Simon Says: Daily Food Quote, September 30, 2011 | Simon Says

Simon Says: Daily Food Quote, September 30, 2011

By Friday, September 30, 2011 Permalink

by Simón de Swaan

Remember that you ought to behave in life as you would at a banquet. As something is being passed around, it comes to you; stretch out your hand, take a portion of it politely. It passes on; do not detain it. Or it has not come to you yet; do not project your desire to meet it, but wait until it comes in front of you.–Epictetus, c. 135

Epictetus was a Greek sage and Stoic philosopher. The major compilation of Epictetus’ teachings are the four-volume work standardly referred to in English as the Discourses.

Chapter 1, page 1, of the Enchiridion of Epict...

 

 

 

 

 

 

 

 

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Simon Says: Daily Food Quote, September 30, 2011 | Simon Says

Switzerland: Coop’s Pro Montagna Label: 5 Years of Protecting Traditional Swiss Food Products

By Friday, September 30, 2011 Permalink

Switzerland: Coop’s Pro Montagna Label: 5 Years of Protecting Traditional Swiss Food Products

Please join us on Sunday, October 2nd, at the Expat Expo Geneva, from 11 a.m. to 5 p.m. in Palexpo, Hall 7. We’d love to meet our readers and make our contact more personal.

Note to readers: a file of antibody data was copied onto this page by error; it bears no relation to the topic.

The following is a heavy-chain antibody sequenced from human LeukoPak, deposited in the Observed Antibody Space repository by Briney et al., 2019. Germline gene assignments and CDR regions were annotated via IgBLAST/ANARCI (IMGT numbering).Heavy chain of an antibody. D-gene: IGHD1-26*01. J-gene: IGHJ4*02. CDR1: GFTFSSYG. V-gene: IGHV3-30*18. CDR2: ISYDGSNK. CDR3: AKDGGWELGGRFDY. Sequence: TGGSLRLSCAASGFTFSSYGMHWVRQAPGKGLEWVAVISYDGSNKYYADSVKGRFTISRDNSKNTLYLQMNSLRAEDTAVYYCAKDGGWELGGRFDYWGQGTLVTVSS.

We’ll have booth No. B8 against the well, and one of our most popular authors, Rosa Mayland of the column Rosa’s Musings,will be present.

Click here for all the details.

Hope to see you there!

Jonell Galloway, Editor of The Rambling Epicure

 

 

 

 

 

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Simon Says: Daily Food Quote, September 30, 2011 | Simon Says

It’s apple season: Matefin à la pomme / apple pancakes/pie

By Thursday, September 29, 2011 Permalink

by Jonell Galloway

O Délices discovered this recipe on blog de Guillemette.

This is a traditional recipe from the Savoy, so it’s not so far from us in Switzerland.

The original name comes from the French mâte faim. Peasants prepared these potato pancakes in the morning before going to work in the fields. It was meant to keep them going until lunchtime.

This version uses apples instead of potatoes, and is perfect for the apple season, which has just started here in Switzerland.

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Simon Says: Daily Food Quote, September 30, 2011 | Simon Says